Wednesday, June 15, 2011
1. 427 miles paddled
2. 9 portages walked (adding a few more miles to the total)
3. 15 new friends (who helped us out along the way and signed our paddle) made
4. 26 nights in a tent/hammock slept
5. 2 Service-Learning projects completed
6. 386 beer cans from the river or camp fire rings removed
7. 1 "Air Jordan" sneaker found
8. 15 riddles answered
9. 274 jokes told
10. 221 jokes at which we laughed "BOOberry!"
11. 48 meals on an MSR Whisperlite Stove cooked
12. Countless - memories of a lifetime made!
It's difficult to summarize an expedition like this in a short list, or in a one-word answer. It's a challenge to tell others "how it went" unless they are willing to spend some time listening a few of the vignettes I've been telling. I started this expedition out by saying that the group which leaves on day 1 will not be the same group which returns to Boone; and this has become true. Somewhere and in someway this group changed, for the better. I have invited the students who joined us on the trip to share their post-trip reflections on this blog and will share them with you as I get them. The trip may be complete but the stories remain to be told.
Thanks for reading and following along, yours in adventure
Wednesday, June 8, 2011
This morning, we woke up and watched the sun rise over the Atlantic with hot drinks and oatmeal: just enough to fuel our paddle to our take-out. Along the way, we we accompanied by a pod of dolphins in the Intracoastal Waterway to the boat ramp where we met up with our van, loaded up and drove into Georgetown for a delicious lunch. At our riverfront restaurant, Buzz's Roost, we had our final reflections and shared memories we had of each member of the expedition over the past 30 days. After a stop in the ice cream shop next door, we piled back into the van and are now currently headed back up the mountain. The change of daily routine that begins tomorrow will absolutely be a shock for us, but that just means that a new adventure shouldn't be too far down the road as we head our seperate ways for the rest of the summer.
The feeling that yesterday was the culmination of all our hard work for the past month was apparent in our eagerness to see the crashing waves of the ocean as we made our last turn at Santee Point. The realization of where we had just arrived didn't really sink in until we had landed our boats on the beach, stripped off all our kayaking gear and sprinted into the cool salt water. We had finally done it! We were pitching our tents for the final time where the waterway that provided a highway for us this past month flows out into the ocean. The horseflies, as persistent and annoying they had been previously, actually provided some entertainment in how many could you swat in a single hand slap. There were also fresh turtle crawls at our beach and nests marked and covered by the local marine biology establishment.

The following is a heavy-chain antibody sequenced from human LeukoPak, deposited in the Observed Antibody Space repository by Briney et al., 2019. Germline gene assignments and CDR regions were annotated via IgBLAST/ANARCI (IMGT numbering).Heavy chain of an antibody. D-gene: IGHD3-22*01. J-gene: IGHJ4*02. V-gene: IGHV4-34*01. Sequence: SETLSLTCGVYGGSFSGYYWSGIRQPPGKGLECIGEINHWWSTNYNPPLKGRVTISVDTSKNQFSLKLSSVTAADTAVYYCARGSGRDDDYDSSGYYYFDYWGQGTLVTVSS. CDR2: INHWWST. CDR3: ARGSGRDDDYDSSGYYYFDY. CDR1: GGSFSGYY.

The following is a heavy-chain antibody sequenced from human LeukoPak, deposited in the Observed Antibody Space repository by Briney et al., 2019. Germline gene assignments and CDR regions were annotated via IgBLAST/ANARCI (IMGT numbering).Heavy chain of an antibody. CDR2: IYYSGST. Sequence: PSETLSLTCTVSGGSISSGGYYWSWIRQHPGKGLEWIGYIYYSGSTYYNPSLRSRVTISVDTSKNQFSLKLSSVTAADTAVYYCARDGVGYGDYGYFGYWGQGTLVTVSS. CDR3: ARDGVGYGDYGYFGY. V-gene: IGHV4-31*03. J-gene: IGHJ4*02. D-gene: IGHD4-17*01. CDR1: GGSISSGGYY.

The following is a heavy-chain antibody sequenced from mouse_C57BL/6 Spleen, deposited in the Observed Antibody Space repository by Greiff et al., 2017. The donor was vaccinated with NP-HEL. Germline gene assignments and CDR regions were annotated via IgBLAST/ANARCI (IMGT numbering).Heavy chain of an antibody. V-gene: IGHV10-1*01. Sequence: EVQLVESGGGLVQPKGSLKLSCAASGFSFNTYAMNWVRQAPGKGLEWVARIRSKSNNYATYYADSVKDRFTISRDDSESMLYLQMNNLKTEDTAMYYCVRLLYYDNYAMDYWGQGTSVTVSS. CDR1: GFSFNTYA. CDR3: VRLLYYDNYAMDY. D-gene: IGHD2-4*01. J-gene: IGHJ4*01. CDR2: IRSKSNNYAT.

Monday, June 6, 2011
Same routine as usual today, and we are 35 miles closer to the ocean. Today's paddling was a great example of how far we're able to go with an early start, well-placed breaks, and excellent weather. Having a nice overcast sky for the first half of the day was a welcome cchange from the blazing hot sun we've experienced so much of. There are now even more clear signs of the coast, yet no salty taste in the air or water. We did see an 8 or 9 foot alligator that, according to it's swim path, swam right underneath Alex and Hutch. Our total alligator count since Lake Marion is somewhere between 4 and 6 (varying reports).
Tomorrow morning, we make our final 20 mile push to the ocean and complete one of the objectives that we set out from G.Father Mountain with. We are all expecting to witness some inspired paddling tomorrow as the salt smell of the Atlantic starts to fill the air.
Sunday, June 5, 2011
Today was, without question, one of the more epic days of our paddle to the ocean. We had a little taste of everything ranging from hot temperatures, high mileage, early mornings, awesome lunch spots, challenging portages, generosity of people we run in to, and beautiful sunsets as we set up camp for the night.
A 4am wake-up time meant that we'd be able to cover a good bit of our mileage for the day as the sun was just rising. Eventually, we had to make our open-water push across Lake Marion to a beach that had plenty of cypress trees to hammock from for lunch. After our siesta, it was time for the very last portage of the trip: the Santee Dam. Carrying our boats up the steep rocky embankment was characteristic of the easy portage we were all hoping for. Fortunately, we had a very pleasant encounter that resulted in having our boats driven to our put in on the other side. After putting back onto the water, we paddled a few more miles to our campsite for the night; possibly one of the best sites of the trip.
And yes, there are alligators.
Ocean in 3 days!
Thursday, June 2, 2011
Wednesday, June 1, 2011
We pulled into camp early tonight due to information that between this area and Santee State Park, where we are headed tomorrow, there aren't many campable spots. The map has the area surrounding the river labeled as "swamp," which is definitely believable. The change of pace from canoeing lakes and passing houses and cities to sea kayaking through rivers surrounded by subtropical forest is really quite amazing.